Hematology-Oncology Associates of Central New York Lends Its Voice to Growing Chorus of Oncologists Opposing New York’s New Definition of the “Oncologic Protocol”
As previously reported, Frier Levitt filed suit against the New York Department of Health and the New York State Department of Education on behalf of an independent New York oncology practice in an effort to void the State’s new and legally unsupported definition of the “oncologic protocol”. As written, the oncologic protocol definition permits New York oncologists to in-office dispense medications for the “treatment of cancer or tumors[,]” on the one hand, but prohibits them from in-office dispensing “drugs prescribed to relieve side effects of these therapies or to relieve distressing symptoms[,] on the other. In the pending suit, the oncologic protocol definition’s significant and substantive legal deficiencies are laid out in great detail. Now, Hematology-Oncology Associates of Central New York (“HOACNY”) has weighed in by way of Motion for Leave to file an Amicus Curiae or “friend of the court” submission to express its strong disapproval of the oncologic protocol definition from a clinical, ethical, and policy standpoint. Notably, HOACNY’s submission follows on the heels of the Community Oncology Alliance’s (“COA”) Motion for Leave to File an Amicus Curiae Submission, which the State has vigorously opposed and is still pending before the Court.
The proposed amicus filing is an Affidavit executed by HOACNY’s president and practicing clinical oncologist M. Daniel Bingham, M.D., who, in addition to joining in those points raised in COA’s proposed amicus filing and further elaborating on the clinical unworkability of the oncologic protocol definition’s vague and confused parameters, also highlights the oncologic protocol definition’s disparate and discriminatory impact on New York’s vulnerable Medicaid population. To this latter point, Dr. Bingham noted, among other things, that:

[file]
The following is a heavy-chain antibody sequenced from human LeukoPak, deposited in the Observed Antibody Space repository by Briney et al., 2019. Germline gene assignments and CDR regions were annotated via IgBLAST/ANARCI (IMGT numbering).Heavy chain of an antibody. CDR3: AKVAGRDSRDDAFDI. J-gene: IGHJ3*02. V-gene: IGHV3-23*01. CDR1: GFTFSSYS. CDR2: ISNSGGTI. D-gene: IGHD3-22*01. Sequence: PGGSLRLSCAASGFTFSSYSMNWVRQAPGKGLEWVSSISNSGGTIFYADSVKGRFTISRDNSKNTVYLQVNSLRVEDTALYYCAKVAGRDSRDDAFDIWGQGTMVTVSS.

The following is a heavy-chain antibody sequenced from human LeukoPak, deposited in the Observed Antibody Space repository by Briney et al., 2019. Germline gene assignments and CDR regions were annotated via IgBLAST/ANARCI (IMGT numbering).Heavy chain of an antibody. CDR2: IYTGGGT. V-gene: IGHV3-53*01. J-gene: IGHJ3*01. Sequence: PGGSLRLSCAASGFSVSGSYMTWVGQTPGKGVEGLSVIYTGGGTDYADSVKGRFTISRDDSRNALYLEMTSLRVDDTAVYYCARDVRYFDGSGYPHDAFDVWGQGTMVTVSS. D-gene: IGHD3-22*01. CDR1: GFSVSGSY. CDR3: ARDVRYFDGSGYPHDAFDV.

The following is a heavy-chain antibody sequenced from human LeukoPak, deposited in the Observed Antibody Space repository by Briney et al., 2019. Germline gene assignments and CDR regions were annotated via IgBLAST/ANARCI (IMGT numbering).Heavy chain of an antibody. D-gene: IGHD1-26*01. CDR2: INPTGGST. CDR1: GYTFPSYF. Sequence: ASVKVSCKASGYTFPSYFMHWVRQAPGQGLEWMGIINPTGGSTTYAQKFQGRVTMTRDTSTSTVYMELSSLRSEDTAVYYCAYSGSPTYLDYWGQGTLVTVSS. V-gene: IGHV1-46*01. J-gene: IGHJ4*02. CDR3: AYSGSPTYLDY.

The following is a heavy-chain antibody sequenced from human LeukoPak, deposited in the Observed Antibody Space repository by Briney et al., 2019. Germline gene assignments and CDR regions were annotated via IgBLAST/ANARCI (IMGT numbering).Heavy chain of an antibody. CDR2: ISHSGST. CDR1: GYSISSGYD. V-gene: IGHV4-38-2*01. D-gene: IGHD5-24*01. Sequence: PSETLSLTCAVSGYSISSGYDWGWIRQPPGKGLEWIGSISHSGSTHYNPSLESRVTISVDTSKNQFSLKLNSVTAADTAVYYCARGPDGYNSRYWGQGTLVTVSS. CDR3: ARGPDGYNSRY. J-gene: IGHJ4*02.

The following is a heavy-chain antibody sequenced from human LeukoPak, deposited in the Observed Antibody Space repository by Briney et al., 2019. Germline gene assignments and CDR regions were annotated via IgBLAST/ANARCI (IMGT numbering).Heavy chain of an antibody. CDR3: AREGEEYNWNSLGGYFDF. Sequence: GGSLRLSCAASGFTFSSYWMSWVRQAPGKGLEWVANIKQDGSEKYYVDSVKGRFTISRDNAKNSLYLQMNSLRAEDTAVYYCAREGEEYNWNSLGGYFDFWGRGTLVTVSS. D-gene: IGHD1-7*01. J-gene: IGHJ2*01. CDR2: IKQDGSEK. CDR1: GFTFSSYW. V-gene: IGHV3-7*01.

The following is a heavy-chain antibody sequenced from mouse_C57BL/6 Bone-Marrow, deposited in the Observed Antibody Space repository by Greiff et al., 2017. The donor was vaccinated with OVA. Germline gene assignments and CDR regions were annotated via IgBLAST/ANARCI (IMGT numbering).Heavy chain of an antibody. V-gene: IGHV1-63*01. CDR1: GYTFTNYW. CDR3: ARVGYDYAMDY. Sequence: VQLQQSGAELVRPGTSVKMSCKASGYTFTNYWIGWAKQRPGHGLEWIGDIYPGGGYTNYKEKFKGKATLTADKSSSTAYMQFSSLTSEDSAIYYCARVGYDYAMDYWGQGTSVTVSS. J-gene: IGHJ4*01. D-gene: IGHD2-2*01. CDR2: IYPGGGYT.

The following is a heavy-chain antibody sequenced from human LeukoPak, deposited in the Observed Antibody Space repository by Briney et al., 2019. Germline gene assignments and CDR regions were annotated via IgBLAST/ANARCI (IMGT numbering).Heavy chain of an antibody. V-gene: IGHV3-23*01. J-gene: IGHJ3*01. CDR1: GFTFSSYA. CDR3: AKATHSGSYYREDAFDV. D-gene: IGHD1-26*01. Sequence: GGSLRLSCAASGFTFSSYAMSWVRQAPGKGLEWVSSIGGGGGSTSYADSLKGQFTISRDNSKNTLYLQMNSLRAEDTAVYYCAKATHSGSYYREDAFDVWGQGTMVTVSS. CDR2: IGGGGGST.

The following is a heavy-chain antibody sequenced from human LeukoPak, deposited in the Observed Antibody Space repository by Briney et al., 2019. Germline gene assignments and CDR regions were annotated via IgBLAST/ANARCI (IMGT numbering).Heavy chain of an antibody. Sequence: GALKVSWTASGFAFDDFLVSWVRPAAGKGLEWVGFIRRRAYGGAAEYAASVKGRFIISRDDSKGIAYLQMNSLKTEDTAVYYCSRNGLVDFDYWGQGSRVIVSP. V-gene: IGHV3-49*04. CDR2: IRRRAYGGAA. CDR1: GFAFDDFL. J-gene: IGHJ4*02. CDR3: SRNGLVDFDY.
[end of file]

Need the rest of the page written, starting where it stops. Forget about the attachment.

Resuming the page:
“The diverse benefits associated with in-office dispensing supportive clinical therapies, an otherwise standard oncological practice now prohibited by the [oncologic protocol definition] within New York Medicaid, are generally available to patients enrolled in Medicare and commercial plans . . .As a corollary[,] . . . the [oncologic protocol definition’s] negative clinical effects – resulting from its requirement that cancer patients seek all supportive therapies (and even some oral oncolytics) from third-party pharmacies – solely and specifically impact New York’s Medicaid cancer patient population, which is to say, the deeply impoverished and/or significantly disabled. Thus, as a law, the [oncologic protocol definition] is plainly a discriminatory and an unseemly one.”
The oncologic protocol and other recently-promulgated agency rules (issued in the guise of mere “policy”) by New York’s Department of Health continues to wreak havoc on many New York oncology practices, resulting in nonsensical and costly claims denials by many New York managed Medicaid plans. These issues have been further compounded by the State’s convoluted enrollment denials in its fee-for-service Medicaid program, which threatens to potentially kill off physician dispensing for New York Medicaid more broadly. Frier Levitt has been working with these practices, using its healthcare litigation and regulatory knowledge and experience, to help navigate through labyrinthine bureaucratic hurdles and red-tape to secure fair and prompt compensation for our clients.
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